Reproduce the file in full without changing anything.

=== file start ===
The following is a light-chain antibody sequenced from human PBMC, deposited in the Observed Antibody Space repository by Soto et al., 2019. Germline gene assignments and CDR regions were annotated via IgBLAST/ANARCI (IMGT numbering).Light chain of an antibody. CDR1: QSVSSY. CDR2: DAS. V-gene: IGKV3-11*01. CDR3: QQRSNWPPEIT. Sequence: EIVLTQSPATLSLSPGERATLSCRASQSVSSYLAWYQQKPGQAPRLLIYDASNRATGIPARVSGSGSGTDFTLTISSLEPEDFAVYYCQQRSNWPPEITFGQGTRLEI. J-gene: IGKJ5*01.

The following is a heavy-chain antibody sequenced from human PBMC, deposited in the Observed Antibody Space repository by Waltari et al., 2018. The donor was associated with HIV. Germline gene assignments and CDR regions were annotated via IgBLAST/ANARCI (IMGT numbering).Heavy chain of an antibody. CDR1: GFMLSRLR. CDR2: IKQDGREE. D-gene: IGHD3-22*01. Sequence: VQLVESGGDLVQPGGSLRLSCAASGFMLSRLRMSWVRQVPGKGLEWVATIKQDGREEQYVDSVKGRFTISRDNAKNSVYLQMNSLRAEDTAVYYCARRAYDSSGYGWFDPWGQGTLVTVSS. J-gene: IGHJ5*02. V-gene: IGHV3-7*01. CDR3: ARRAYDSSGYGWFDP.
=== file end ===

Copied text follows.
The following is a light-chain antibody sequenced from human PBMC, deposited in the Observed Antibody Space repository by Soto et al., 2019. Germline gene assignments and CDR regions were annotated via IgBLAST/ANARCI (IMGT numbering).Light chain of an antibody. CDR1: QSVSSY. CDR2: DAS. V-gene: IGKV3-11*01. CDR3: QQRSNWPPEIT. Sequence: EIVLTQSPATLSLSPGERATLSCRASQSVSSYLAWYQQKPGQAPRLLIYDASNRATGIPARVSGSGSGTDFTLTISSLEPEDFAVYYCQQRSNWPPEITFGQGTRLEI. J-gene: IGKJ5*01.

The following is a heavy-chain antibody sequenced from human PBMC, deposited in the Observed Antibody Space repository by Waltari et al., 2018. The donor was associated with HIV. Germline gene assignments and CDR regions were annotated via IgBLAST/ANARCI (IMGT numbering).Heavy chain of an antibody. CDR1: GFMLSRLR. CDR2: IKQDGREE. D-gene: IGHD3-22*01. Sequence: VQLVESGGDLVQPGGSLRLSCAASGFMLSRLRMSWVRQVPGKGLEWVATIKQDGREEQYVDSVKGRFTISRDNAKNSVYLQMNSLRAEDTAVYYCARRAYDSSGYGWFDPWGQGTLVTVSS. J-gene: IGHJ5*02. V-gene: IGHV3-7*01. CDR3: ARRAYDSSGYGWFDP.